When I woke up this morning, I did not have any concrete plan as to what I would write about today. I had some coffee, chatted with my long-suffering wife about plans and schedules for the day – and the weekend – and sat down to see if anything happened overnight that caught my eye. Voila! The Washington Post came through with a headline saying:
- “Cardinals drop Kyler Murray’s homework clause from contract extension”
As everyone here knows, I have never spent a day of my life in law school – – but I do have several friends who are lawyers. One of them spent his career dealing in contracts involving the Federal government and every time I have asked him about some reported quirk in a sports contract, he is always sure to remind me of the following:
- Every clause, every stipulation and every conditional arrangement specified in any contract of any kind is there for a specific reason that is important to one or both of the parties.
A quick text message to him this morning affirmed that he is certain that the “homework clause” was in the original version of the contract extension for the reason stated above. So, which party to the original contract might have thought it important to include it in the deal? Sorry, even a law school dropout can figure that one out.
The reason given for the removal of the clause is that it would become a “distraction” and the only thing a football team needs less than a “distraction” would be an outbreak of explosive diarrhea among all the linemen on a team about 30 minutes before kickoff. The Cardinals’ brass expressed full confidence in Murray and his work ethic and his study habits and the like – – conveniently ignoring a plausible explanation as to why that clause magically materialized in the original document. Oh, and you can be certain that no one making any pronouncements on this issue referred to this statement attributed to Kyler Murray just last season:
“ [I am] not one of those guys that’s going to sit there and kill myself watching film. I don’t sit there for 24 hours and break down this team and that team and watch every game because, in my head, I see so much.”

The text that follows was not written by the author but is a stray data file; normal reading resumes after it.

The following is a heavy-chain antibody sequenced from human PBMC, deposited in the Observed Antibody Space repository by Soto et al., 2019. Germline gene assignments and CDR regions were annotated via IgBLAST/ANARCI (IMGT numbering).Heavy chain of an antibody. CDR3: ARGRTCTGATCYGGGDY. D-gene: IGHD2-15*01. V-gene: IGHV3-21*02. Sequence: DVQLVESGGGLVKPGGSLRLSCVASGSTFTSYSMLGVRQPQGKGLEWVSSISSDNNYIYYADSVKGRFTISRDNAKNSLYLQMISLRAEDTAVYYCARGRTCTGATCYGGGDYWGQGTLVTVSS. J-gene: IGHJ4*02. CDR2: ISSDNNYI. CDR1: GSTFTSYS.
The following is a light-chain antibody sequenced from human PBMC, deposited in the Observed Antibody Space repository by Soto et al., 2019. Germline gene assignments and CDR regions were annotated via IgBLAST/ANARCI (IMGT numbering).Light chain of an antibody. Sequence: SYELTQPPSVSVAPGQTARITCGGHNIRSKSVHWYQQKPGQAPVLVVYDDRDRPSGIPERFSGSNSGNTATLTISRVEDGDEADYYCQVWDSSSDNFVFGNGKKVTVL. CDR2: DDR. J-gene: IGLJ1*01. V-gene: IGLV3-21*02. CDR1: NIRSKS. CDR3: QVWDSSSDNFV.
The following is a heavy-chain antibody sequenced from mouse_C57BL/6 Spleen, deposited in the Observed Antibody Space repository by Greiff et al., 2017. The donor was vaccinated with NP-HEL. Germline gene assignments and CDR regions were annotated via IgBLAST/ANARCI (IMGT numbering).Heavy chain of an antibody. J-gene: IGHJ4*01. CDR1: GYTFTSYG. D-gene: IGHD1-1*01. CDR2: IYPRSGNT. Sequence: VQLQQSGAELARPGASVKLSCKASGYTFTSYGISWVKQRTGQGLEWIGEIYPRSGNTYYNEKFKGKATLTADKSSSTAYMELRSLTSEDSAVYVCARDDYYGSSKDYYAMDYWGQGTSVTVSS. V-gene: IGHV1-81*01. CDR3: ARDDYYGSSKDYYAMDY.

Moreover, there is another aspect of this clause removal that I think needs “fleshing out”. When the deal was struck and all parties signed the contract leading to the announcement of the deal earlier this week, Murray’s agent had to know the clause was in there. So:
- Did he fail to tell Murray it was there? If he told Murray it was there, was Murray cool with it?
- If the agent did not tell Murray about anything other than the finances of the deal, did Murray sign the document without reading it? If so, did he do that because – like he does not need to study film all the time – he sees so much in his head?
Murray and the Cardinals may think they have avoided any “distractions” with this clause removal, but the obviously saccharine-sweet PR statements related to the clause removal just might come back to haunt some or all the parties.
While on the subject of quarterback signings, there was a report at SI.com that Jimmy Haslem – – owner of the Browns – – did not think that Baker Mayfield was sufficiently mature to make it as an NFL QB and that is the reason the Browns went in full pursuit of Deshaun Watson. Haslem has denied that report and his denial makes a ton of sense. Consider:
- Even if you have reason to think that Baker Mayfield is immature and as an owner or a coach you think it is important to go out and get yourself a more mature individual for the team, how is it that you narrow down your focus to someone who has been charged with sexual assault by about two dozen different women over the past couple of years?
Moving on … The LIV Golf Tour has an event today in Bedminster, NJ at a course owned by former President Donald Trump. There are enough trigger words in that last sentence to fire up an argument that could last for days, but I want to try to avoid most of them.
- The purse for this LIV event is $25M; if I counted correctly, there are 48 entrants.
- The PGA Tour event this weekend – – Rocket Mortgage Classic – has a purse of $8.4M; if I counted correctly, there are 157 entrants.
The entire science of economics is based on the idea that people as consumers of goods and services make rational choices. [Aside: Personally, I think that economics is a sub-set of psychology where folks study human behavior relative to money as opposed to human behavior in general. But that’s just me…] Say whatever you want about the LIV Tour but look at the economics above. Professional golfers are people who have decided to make their living competing in golf tournaments:
- The LIV event offers $521K per entrant
- The PGA event offers $54K per entrant
In case you think I have cherry-picked a single weekend to throw out decidedly different numbers, consider the following data:
- The total purse money for PGA Tour events in 2022 is targeted at $427M. I have not seen any projection for what the 2023 purse total might be.
- The LIV Tour says it has targeted $4.05B for purse money in 2023.
Remember, these are professional golfers…
Finally, since most of today’s rant related to contracts and money, let me close with this view of money by comedian Steve Martin:
“I love money. I love everything about it. I bought some pretty good stuff. Got me a $300 pair of socks. Got a fur sink. An electric dog polisher. A gasoline powered turtleneck sweater. And, of course, I bought some dumb stuff, too.”
But don’t get me wrong, I love sports………